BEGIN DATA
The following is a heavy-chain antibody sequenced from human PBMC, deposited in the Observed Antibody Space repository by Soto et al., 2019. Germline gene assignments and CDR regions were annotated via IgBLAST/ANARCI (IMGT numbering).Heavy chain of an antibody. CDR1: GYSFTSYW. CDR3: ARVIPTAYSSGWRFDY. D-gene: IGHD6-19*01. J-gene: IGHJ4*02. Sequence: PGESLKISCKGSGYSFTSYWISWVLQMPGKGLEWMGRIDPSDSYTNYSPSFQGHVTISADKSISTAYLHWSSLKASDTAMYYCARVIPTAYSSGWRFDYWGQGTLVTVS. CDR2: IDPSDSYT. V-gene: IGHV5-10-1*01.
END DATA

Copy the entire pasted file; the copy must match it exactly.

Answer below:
The following is a heavy-chain antibody sequenced from human PBMC, deposited in the Observed Antibody Space repository by Soto et al., 2019. Germline gene assignments and CDR regions were annotated via IgBLAST/ANARCI (IMGT numbering).Heavy chain of an antibody. CDR1: GYSFTSYW. CDR3: ARVIPTAYSSGWRFDY. D-gene: IGHD6-19*01. J-gene: IGHJ4*02. Sequence: PGESLKISCKGSGYSFTSYWISWVLQMPGKGLEWMGRIDPSDSYTNYSPSFQGHVTISADKSISTAYLHWSSLKASDTAMYYCARVIPTAYSSGWRFDYWGQGTLVTVS. CDR2: IDPSDSYT. V-gene: IGHV5-10-1*01.